Sozopoli and Chalkidiki – 6 days – 0 metre above sea level

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We waited 2 hours in a queue to reach the border post, sweating due to our motorbike gear. However, as we were entering European Union, the paperwork was done in only 5 minutes. 

A few kilometres further, we did our first break in the port of Makri. Already, the traditions were different. There was tzatziki on the menu and the Sirtaki music was replaced by the Oriental notes of the Turkish music. 

We spent the evening on the Imeros beach, 50 kms further. No highlights on this beach but the swim in the clear waters of the Mediterranean Sea was great at the end of this hot day. Later, we enjoyed our first Ouzo which is an aniseed alcohol, a Greek speciality. 

The following day, we woke up at 5am to drive with the fresh temperatures. We used a little path in the countryside before to take the highway to reach the Keramoti city. Our project was to reach Thassos, the touristic island reachable by ferry. But the ferry prices were very expensive. We changed our mind and preferred to discover the Kavala city. 

We parked on the heights of the city and went down, towards the port and the fortified city. We walked on a slope of 3.5 kilometres in narrow and quiet streets, with no one around. It was a Sunday, and only the end of the mass was stoping this peacefulness. 

On the port, the fishing boats were ready. The hulls were perfectly painted. On one of the boats, the crew was checking the nets. Above, there was the historic town centre. Its peninsula along the sea was perfect for a throwback. The architecture of the old city was made of coloured houses, wooden balconies and flowery courtyards. We went up to the fortress by the little paved roads under the ancient Roman aqueduct. During this quiet trip, only grandmas were stopping the peacefulness of the streets. They were chatting loudly in front of their houses, just after the mass. On one of the squares, in front of the white lighthouse symbolising the entry of the port, there was the statue of Mohamed Ali riding his loyal horse in front of his nice and old childhood house. This man was not famous for boxing but for battles that he lead in Egypt after the troops of Napoleon left. In the little streets, there were many watchtowers offering breathtaking viewpoints over the turquoise-colour of the Aegean Sea and the coast.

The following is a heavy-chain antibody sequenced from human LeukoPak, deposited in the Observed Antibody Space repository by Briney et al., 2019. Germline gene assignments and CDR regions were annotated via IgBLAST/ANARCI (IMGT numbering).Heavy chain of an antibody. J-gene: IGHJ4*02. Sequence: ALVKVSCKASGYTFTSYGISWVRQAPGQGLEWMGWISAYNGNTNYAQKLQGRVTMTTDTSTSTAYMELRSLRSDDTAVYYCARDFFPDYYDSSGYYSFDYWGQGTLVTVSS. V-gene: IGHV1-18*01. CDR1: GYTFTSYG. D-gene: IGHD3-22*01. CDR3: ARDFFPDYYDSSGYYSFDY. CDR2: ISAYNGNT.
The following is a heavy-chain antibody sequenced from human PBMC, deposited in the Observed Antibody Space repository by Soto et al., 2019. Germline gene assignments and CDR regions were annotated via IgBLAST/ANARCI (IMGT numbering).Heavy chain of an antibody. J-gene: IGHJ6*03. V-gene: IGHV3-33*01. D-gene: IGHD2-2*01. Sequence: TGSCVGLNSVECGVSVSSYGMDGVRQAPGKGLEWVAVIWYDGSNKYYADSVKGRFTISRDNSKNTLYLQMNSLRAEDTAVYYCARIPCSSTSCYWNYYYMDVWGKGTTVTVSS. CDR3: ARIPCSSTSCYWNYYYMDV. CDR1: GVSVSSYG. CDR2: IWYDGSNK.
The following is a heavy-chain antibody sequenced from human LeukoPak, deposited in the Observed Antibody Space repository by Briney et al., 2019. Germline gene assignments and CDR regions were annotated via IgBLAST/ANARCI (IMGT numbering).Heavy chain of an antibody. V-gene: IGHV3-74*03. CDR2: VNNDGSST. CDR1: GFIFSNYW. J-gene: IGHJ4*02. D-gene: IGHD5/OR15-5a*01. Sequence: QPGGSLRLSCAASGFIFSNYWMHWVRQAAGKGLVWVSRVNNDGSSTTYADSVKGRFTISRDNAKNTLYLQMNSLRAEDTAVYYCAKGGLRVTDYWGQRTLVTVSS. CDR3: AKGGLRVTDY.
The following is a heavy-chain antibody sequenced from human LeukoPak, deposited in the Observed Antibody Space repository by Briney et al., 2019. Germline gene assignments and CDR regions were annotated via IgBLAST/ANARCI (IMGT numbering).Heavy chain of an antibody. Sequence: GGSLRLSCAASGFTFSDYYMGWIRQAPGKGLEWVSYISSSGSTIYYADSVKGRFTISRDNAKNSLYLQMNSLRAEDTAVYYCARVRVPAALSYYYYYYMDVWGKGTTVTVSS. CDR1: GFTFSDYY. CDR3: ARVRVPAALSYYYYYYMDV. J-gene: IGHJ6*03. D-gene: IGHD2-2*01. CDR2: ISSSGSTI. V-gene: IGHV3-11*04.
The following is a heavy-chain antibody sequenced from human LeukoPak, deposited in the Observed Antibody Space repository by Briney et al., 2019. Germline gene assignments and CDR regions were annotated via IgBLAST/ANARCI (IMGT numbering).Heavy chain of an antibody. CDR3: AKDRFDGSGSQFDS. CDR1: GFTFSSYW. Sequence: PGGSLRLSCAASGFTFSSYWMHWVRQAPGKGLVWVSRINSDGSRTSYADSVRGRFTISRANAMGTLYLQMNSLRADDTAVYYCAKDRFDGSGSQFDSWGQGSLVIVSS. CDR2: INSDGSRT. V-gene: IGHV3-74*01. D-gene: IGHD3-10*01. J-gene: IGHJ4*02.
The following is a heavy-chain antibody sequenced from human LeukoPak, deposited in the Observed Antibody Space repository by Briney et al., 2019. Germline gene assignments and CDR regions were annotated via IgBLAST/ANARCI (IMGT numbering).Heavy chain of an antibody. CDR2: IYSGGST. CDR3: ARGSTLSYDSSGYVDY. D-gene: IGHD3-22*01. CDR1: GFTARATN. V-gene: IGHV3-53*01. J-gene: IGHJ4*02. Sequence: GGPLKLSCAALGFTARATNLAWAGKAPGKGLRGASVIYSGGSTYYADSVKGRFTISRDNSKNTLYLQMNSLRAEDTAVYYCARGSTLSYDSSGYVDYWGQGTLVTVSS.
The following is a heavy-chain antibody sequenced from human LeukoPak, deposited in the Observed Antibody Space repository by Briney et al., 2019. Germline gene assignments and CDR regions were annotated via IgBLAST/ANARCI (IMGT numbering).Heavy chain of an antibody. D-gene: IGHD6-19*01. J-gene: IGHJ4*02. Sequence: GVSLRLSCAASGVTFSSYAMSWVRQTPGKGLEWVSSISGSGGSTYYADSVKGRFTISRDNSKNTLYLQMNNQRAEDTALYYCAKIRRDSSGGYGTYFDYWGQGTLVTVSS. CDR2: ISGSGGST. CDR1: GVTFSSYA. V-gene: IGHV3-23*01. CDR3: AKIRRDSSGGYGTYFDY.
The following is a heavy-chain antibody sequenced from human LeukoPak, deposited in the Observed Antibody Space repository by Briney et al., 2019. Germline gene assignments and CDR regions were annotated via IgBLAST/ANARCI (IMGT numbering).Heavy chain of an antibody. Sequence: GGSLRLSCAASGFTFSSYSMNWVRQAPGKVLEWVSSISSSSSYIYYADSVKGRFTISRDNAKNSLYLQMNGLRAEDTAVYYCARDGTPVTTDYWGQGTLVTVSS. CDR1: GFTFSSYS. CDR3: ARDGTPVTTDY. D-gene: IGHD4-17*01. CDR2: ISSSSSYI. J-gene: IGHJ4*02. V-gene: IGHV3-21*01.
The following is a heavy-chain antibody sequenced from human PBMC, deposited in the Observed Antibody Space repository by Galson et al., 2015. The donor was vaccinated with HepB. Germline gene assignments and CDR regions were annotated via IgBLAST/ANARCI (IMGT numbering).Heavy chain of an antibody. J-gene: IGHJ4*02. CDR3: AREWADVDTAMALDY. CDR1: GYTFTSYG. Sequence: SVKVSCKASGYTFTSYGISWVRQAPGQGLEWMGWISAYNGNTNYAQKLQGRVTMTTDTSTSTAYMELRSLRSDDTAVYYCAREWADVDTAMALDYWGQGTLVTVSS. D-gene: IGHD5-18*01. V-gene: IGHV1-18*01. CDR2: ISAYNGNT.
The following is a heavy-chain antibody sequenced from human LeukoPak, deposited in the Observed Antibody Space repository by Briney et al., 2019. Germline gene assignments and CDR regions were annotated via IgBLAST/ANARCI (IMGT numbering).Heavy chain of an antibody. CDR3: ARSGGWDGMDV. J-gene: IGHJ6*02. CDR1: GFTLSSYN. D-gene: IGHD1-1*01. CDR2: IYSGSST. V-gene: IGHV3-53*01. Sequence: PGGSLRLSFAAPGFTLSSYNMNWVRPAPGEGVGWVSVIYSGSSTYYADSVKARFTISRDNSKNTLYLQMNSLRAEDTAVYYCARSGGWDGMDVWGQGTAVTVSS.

We went back to our sidecars mid-afternoon and went back on the road to reach a wild camping spot located in a cove, just a few kilometres before the Olympiada city. 

The following day, we went towards the Ouranoupoli city. It was the last city before the border of the Athos Mount. Indeed, around twenty monasteries have been built on this peninsula. Around 2,000 orthodox priests live on this territory considered as independent. This area is prohibited for women ans its hard to enter for men who need to justify a pilgrimage to enter. 

Motivated to see this part of the peninsula, we walked towards the first monastery. This building was in ruins and located just before the border, kept by the local authorities. No other choice than going back, these monasteries were definitely unreachable. By a path going along the seaside, we arrived in Ouranoupoli. We passed by an old building of Pyrgos before to sat on a terrace to enjoy Spanakopita (puff pastry with spinach and feta) served with a tzatziki.  

We continued our itinerary by going up in the mountains to reach Arnea city. There were ancient houses from the beginning of the 20th century along the streets. In the respect of the traditional Macedonian architecture, the front of the houses were coloured with wide wooden balconies, perfectly refurbished.